Yet, even as far back as Ancient Greece the philosopher Aristotle (384-322 BC), and in Ancient Rome, Pliny the Elder (c23-79 AD), described strong resemblances between humans and monkeys.
It is to these Greco-Roman philosophers that we owe an even more fundamental debt as scientists, for they first proposed the proposition that nature is governed by natural laws that can be investigated and understood through an inquiring mind and human reason.
Just what are these similarities between us and the other primates found hundreds of years ago? Like other primates, we have (for example):
- Grasping hands and feet, with five digits on each hand and foot, and a grasping big toe or thumb,
- Our skeletons have two forearm (radius and ulna) and two leg (tibia and fibula) bones,
- We can rotate our forearm bones across each other – think of the movement when you have your palm facing upwards and then turn it to face downwards, this is common to primates,
- Our skulls comprise very similar bones, with our eye sockets enclosed by a bony bar,
- The muscles that move our skeleton are very similar in number, arrangement and function,
- We have fingerprints,
- Our brains are large,
- Our eyes face forward, and we have a well developed sense of vision, but relatively poor sense of smell,
- We share a defined period of adolescence with a growth spurt, and
- We have complex social lives.
Just aping about
Without doubt, humans are an ape: a fact established way back in the 18th and 19th Centuries through the dissection of monkey, ape and human cadavers, demonstrating profound physical similarities between us all.
The French naturalist Comte de Buffon (1707-1788), for example, observed:
“At what distance from man shall we place the great apes, which resemble man so perfectly in bodily conformation?”
Comparisons of the DNA contained in the nucleus of our cells, the very molecule of inheritance, shows the human genome to be most similar to the DNA of living chimpanzees, and in turn gorillas, then orangutans, then the gibbons or lesser apes, then African/Asian monkeys and so on.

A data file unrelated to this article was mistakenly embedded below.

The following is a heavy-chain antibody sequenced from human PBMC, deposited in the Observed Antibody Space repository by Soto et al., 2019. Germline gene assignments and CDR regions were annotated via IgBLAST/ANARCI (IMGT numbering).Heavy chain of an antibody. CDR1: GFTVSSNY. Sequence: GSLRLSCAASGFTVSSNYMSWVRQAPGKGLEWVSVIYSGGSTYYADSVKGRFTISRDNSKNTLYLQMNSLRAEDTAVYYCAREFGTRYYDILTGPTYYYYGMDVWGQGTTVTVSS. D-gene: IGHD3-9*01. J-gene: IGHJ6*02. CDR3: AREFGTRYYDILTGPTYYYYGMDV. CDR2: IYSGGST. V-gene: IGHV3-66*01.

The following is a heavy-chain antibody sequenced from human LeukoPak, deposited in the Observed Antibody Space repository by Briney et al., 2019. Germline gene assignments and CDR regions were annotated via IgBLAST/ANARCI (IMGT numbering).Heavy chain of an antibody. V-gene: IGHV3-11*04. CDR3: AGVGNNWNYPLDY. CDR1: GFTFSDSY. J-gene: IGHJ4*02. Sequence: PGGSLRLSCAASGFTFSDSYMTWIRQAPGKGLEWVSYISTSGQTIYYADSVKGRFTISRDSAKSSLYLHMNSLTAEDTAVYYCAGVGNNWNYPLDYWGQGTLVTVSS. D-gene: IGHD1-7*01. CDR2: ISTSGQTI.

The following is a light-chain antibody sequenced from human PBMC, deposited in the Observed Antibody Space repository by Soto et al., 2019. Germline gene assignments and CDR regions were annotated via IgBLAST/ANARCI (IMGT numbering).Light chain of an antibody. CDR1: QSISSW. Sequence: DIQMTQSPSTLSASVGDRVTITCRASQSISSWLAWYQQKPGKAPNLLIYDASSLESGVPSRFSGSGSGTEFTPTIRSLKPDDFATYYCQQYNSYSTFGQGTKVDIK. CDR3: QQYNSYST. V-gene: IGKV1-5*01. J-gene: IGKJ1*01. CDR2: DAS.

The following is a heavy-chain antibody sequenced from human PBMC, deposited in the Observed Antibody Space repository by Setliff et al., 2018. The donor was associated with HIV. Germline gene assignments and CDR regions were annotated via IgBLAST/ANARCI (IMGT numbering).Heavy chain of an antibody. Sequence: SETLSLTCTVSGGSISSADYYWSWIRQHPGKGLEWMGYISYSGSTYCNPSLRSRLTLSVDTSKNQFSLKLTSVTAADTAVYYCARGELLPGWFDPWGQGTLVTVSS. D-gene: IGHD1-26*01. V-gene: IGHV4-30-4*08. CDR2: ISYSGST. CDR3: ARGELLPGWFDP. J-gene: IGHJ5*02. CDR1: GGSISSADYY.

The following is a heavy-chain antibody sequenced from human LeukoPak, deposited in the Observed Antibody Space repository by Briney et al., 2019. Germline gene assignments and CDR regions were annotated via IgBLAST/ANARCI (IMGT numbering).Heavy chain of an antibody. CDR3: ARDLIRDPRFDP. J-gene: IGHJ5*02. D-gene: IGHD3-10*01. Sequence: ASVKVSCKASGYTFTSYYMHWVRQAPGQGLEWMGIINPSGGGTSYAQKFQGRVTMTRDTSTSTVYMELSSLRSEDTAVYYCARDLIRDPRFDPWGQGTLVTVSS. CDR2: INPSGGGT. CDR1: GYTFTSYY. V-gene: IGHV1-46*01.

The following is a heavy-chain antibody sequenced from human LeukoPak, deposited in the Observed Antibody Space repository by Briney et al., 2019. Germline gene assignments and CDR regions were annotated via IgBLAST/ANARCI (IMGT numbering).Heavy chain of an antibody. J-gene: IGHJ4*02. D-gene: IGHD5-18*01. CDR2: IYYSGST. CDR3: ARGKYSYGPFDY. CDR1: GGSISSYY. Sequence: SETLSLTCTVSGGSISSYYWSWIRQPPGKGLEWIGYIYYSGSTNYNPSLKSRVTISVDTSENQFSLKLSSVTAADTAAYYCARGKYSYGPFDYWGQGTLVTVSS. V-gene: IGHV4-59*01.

We humans share with the apes the following features (note that some of them are shared also with monkeys; list not exhaustive):
- Colour vision,
- Stereoscopic vision (or seeing in 3-dimensions),
- Eye sockets that are completely enclosed by bone, except where they open for us to see out of course,
- No tail (or lack of caudal vertebrae),
- Shoulder and hip joints that are capable of very wide ranges of movement,
- Our shoulder joints are placed to the sides of our bodies, rather than beneath them,
- We have 32 adult teeth,
- Teeth with relatively simple surfaces, essentially adapted for fruit eating,
- Broad faces with wide noses and jaws,
- Large brains compared to the size of our bodies,
- An intimate association between the developing fetus and the maternal blood stream,
- We most commonly give birth to single offspring,
- Large body sizes: especially so in the great apes (orangutans, gorillas, chimpanzees and humans), typically from around 30 kg to 200 kg depending on the species and sex,
- Female monthly reproductive cycle,
- Long life spans, with each segment (gestation, infancy, adolescence, adulthood) comparatively long, and
- Very complex social lives.
Friderun Ankel-Simons in her book Primate Anatomy has a fascinating and revealing illustration of the amount of time each stage of life occupies as a percentage (%) of total life span in various primates:
It tells a powerful story in its own right, highlighting similarities between us and other great apes, as well as helping to explain the differences among different primates.
We humans are clearly exceptionally similar, as a species, to chimpanzees in terms of our lifespan and life pattern, with about 2-3% of our lives spent in the womb, 8-9% as infants, 18% as juveniles and 70-72% as adults (Note: the human data would be from traditional, hunter-gatherers).
Thus, the time we spend learning as infants and juveniles is at the expense of our adulthood (i.e. we loose time because of it), but it is absolutely essential, as apes, to our learning the necessary skills we need to succeed as adults in a complex world.
A matter of complexity?
With so many similarities between us and other apes we are faced with a conundrum.